Current guidelines for cardiovascular disease (CVD) prevention use 2 different strategies. The 2013 American College of Cardiology/American Heart Association (ACC/AHA) cholesterol guidelines,1 with a few exceptions such as markedly elevated low-density-lipoprotein cholesterol (LDL-C) or diabetes mellitus, base their primary preventive treatment recommendations on calculated 10-year CVD risk. In contrast, blood pressure treatment recommendations are based on levels of systolic and diastolic blood pressure, with no explicit inclusion of estimated CVD risk.2 In 2016, the consequences for the US population of the benefit model for prevention, which includes both the predicted risk and the reduction in that risk expected with treatment, have been explicated.3 In this Viewpoint, we contrast the implications of benefit vs risk-based prevention strategies, demonstrate why the benefit model offers the optimal approach to CVD prevention, and explain how it needs to be extended to other risk factors.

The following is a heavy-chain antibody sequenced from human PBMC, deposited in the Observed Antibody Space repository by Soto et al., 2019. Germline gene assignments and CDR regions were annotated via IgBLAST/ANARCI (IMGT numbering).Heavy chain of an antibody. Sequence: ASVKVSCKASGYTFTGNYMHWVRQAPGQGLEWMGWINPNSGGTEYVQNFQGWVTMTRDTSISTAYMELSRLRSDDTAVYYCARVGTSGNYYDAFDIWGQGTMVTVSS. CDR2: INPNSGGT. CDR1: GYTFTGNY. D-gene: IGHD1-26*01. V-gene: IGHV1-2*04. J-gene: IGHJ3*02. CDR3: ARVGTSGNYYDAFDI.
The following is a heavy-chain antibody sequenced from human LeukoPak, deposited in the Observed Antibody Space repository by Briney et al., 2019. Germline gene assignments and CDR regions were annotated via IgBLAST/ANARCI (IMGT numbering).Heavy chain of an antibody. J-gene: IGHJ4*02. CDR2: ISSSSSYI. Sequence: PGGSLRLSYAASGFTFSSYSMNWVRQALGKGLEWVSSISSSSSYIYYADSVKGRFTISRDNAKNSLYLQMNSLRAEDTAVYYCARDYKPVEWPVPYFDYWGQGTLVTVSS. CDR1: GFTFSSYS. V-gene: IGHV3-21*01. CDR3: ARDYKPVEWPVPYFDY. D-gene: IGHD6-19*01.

Thanassoulis G, Pencina MJ, Sniderman AD. The Benefit Model for Prevention of Cardiovascular Disease: An Opportunity to Harmonize Guidelines . JAMA Cardiol. 2017;2(11):1175–1176. doi:10.1001/jamacardio.2017.2543
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